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<   No. 1089   2006-01-19   >

Comic #1089

1 [caption]: Kiev Station, Moscow
1 Haken: {pointing a gun at Monty and company, on the train platform} So, Herr Doktor Jones, we meet again. Again.
2 Monty: Yes. And this time, the advantage is mine!
3 Haken: No, this time it is mine!
4 Monty: You claimed it was yours last time!
4 Haken: Ach!
4 Erwin: Can I have a go?

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Confusingly enough, the railway station in Moscow at which trains from the south arrive is called Kiev Station. I've bumped the plot along a little here, assuming Colonel Haken would be waiting for the first possible train on which anyone could arrive from Athens.

And since I know people will go looking for it, the last time Colonel Haken bumped into Monty and the gang was in #856.


2015-04-22 Rerun commentary: Several European cities have the curious feature that long distance trains depart from (and arrive at) different stations, in different parts of the city, depending on the direction the trains are going to (or coming from). Paris for example, has a mind-boggling seven long-distance rail terminuses: It kind of makes the petty one long-distance station in my city look dull by comparison.

EDIT: Reader Alec C. writes:

The reason for multiple railway stations is because the cities were there before the railways. The railways pushed in from the outskirts until they reached the parts where rich people lived. It was OK to eject poor people, but not rich people. So European cities have a ring of railway termini marking the area where rich people lived in about 1850. London has the same pattern, except that since there isn't much of England to the South and East, they are not long haul stations. I would guess that the area of Sydney (pop. 35000 in 1840) occupied by rich people in 1850 was quite small, and the city grew up with the railways already embedded.
EDIT: Now we've done it... Rudi N. writes in partial rebuttal:
My PhD was in early Victorian railway socio-economics, and while it is perfectly true that lines terminated as close to city centres as possible, it should be noted that this was less a case of "the rich" as a collective (naturally with exceptions) and more on individual landowners. Euston Station, for example, was permitted in its as-built position, but only initially by using a cableway rather than steam locomotives. This landowner control was equally the case along their length; some actively opposed while others built their own(!), but this diminished substantially with compulsory purchase powers towards the later Victorian period. Marylebone Station, as another example, is a lot closer to central London than its late construction date (1899) would elsewise suggest by comparison.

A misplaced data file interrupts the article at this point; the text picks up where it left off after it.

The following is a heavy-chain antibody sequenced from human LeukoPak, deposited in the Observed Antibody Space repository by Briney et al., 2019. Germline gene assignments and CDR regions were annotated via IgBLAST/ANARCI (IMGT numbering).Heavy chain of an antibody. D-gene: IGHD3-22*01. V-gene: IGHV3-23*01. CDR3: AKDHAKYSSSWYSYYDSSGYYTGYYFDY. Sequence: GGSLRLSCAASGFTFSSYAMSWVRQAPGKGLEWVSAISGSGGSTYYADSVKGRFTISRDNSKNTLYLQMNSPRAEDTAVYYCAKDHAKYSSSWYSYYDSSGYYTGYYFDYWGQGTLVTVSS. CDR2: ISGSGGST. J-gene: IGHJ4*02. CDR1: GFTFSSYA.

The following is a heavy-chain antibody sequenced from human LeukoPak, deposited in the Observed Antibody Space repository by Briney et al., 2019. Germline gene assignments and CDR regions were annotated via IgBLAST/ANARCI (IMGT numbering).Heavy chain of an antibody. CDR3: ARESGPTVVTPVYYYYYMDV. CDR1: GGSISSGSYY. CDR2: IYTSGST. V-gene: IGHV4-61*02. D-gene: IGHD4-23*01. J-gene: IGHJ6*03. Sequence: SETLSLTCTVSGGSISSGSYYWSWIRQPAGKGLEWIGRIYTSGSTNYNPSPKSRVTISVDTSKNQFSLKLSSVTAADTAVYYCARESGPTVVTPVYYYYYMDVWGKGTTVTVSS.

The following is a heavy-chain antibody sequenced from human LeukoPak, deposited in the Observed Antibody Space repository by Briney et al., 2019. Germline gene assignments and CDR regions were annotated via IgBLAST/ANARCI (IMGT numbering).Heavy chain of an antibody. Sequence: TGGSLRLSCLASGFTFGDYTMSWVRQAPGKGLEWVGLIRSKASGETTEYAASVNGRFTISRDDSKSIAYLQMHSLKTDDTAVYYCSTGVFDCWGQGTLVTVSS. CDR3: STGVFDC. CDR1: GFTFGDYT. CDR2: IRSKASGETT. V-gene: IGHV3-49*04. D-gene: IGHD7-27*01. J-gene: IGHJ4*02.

More pertinently, the statement that "since there isn't much of England to the South and East, they are not long haul stations" is grossly incorrect. While by modern standards they are not as substantial as, for example, London-Edinburgh - which I should note was made up of multiple different companies connecting their tracks together - the lines that were built in this region were of great importance. Presenting but brief case studies: Brunel's Great Western Railway (originally built to a different gauge; another factor in an independent station) not only remained the premier London-south west line, retaining its name even to this day, but was intended to link up to his ships so extending the railway to New York. The London & South Western Railway (not to mention the London, Brighton and South Coast Railway, South Eastern Railway and South Eastern and Chatham Railway - all collectively becoming the major "Southern Railway" company) additionally connected London and Southampton (physically building the Edwardian docks), thereby providing another fundamental link (while the others connected to Dover, boat trains et al). With these continental and freight port connections, plainly they were longer-haul than they have been given credit for when considered in the era they were built.
EDIT: Matteo R. adds:
A notable exception to this is the city of Brussels, where in the mid-20th century a new railway backbone was built that connected the city's three main stations (north, centre and south). This implied razing a consistent portion of the city centre, with the corresponding loss of historical buildings. The memory of the project is still controversial today, as some consider it was a necessary evil to improve the city's infrastructure while others lament the wanton destruction of whole city blocks and their history. In many ways, it is reminiscent of Haussmann's renovation of Paris.

The wikipedia page in English is quite short on the subject, but it you can read French, the French language version is much more detailed.

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